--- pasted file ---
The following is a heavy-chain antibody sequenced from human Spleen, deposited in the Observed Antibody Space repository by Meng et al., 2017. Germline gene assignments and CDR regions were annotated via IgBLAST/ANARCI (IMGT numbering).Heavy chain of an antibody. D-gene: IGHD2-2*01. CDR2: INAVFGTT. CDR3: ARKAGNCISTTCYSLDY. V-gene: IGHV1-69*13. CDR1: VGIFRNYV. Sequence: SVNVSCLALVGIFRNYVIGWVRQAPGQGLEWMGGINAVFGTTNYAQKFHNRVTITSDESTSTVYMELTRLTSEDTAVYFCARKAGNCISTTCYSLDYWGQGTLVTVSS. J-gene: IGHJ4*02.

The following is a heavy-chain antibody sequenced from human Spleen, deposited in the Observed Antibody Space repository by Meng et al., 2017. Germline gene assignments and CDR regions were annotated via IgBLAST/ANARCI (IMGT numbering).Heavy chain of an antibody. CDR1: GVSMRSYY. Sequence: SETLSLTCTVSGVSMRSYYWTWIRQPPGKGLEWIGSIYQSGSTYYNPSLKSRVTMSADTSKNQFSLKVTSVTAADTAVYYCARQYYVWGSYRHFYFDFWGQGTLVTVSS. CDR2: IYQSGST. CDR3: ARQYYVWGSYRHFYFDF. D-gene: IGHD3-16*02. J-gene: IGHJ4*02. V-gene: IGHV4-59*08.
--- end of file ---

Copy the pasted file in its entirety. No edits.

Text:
The following is a heavy-chain antibody sequenced from human Spleen, deposited in the Observed Antibody Space repository by Meng et al., 2017. Germline gene assignments and CDR regions were annotated via IgBLAST/ANARCI (IMGT numbering).Heavy chain of an antibody. D-gene: IGHD2-2*01. CDR2: INAVFGTT. CDR3: ARKAGNCISTTCYSLDY. V-gene: IGHV1-69*13. CDR1: VGIFRNYV. Sequence: SVNVSCLALVGIFRNYVIGWVRQAPGQGLEWMGGINAVFGTTNYAQKFHNRVTITSDESTSTVYMELTRLTSEDTAVYFCARKAGNCISTTCYSLDYWGQGTLVTVSS. J-gene: IGHJ4*02.

The following is a heavy-chain antibody sequenced from human Spleen, deposited in the Observed Antibody Space repository by Meng et al., 2017. Germline gene assignments and CDR regions were annotated via IgBLAST/ANARCI (IMGT numbering).Heavy chain of an antibody. CDR1: GVSMRSYY. Sequence: SETLSLTCTVSGVSMRSYYWTWIRQPPGKGLEWIGSIYQSGSTYYNPSLKSRVTMSADTSKNQFSLKVTSVTAADTAVYYCARQYYVWGSYRHFYFDFWGQGTLVTVSS. CDR2: IYQSGST. CDR3: ARQYYVWGSYRHFYFDF. D-gene: IGHD3-16*02. J-gene: IGHJ4*02. V-gene: IGHV4-59*08.